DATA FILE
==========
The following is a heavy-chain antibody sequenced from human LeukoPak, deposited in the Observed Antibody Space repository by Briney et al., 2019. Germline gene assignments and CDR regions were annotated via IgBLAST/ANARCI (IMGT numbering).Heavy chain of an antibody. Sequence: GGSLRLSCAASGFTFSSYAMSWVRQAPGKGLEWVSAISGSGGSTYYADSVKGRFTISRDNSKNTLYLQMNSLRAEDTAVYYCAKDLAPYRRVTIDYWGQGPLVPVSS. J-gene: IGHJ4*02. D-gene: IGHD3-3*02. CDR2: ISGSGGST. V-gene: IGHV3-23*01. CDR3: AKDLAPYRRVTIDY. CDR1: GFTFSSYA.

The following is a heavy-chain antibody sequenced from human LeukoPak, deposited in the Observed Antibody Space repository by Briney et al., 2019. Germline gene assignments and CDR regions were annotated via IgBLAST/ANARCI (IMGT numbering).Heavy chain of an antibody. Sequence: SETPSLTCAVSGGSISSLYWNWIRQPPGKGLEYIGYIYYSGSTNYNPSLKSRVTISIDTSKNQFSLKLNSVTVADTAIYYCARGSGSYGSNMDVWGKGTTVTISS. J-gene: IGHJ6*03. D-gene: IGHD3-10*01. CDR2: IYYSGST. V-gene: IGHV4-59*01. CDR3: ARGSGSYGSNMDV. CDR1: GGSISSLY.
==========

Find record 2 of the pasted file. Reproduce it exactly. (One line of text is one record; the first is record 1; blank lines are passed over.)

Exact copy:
The following is a heavy-chain antibody sequenced from human LeukoPak, deposited in the Observed Antibody Space repository by Briney et al., 2019. Germline gene assignments and CDR regions were annotated via IgBLAST/ANARCI (IMGT numbering).Heavy chain of an antibody. Sequence: SETPSLTCAVSGGSISSLYWNWIRQPPGKGLEYIGYIYYSGSTNYNPSLKSRVTISIDTSKNQFSLKLNSVTVADTAIYYCARGSGSYGSNMDVWGKGTTVTISS. J-gene: IGHJ6*03. D-gene: IGHD3-10*01. CDR2: IYYSGST. V-gene: IGHV4-59*01. CDR3: ARGSGSYGSNMDV. CDR1: GGSISSLY.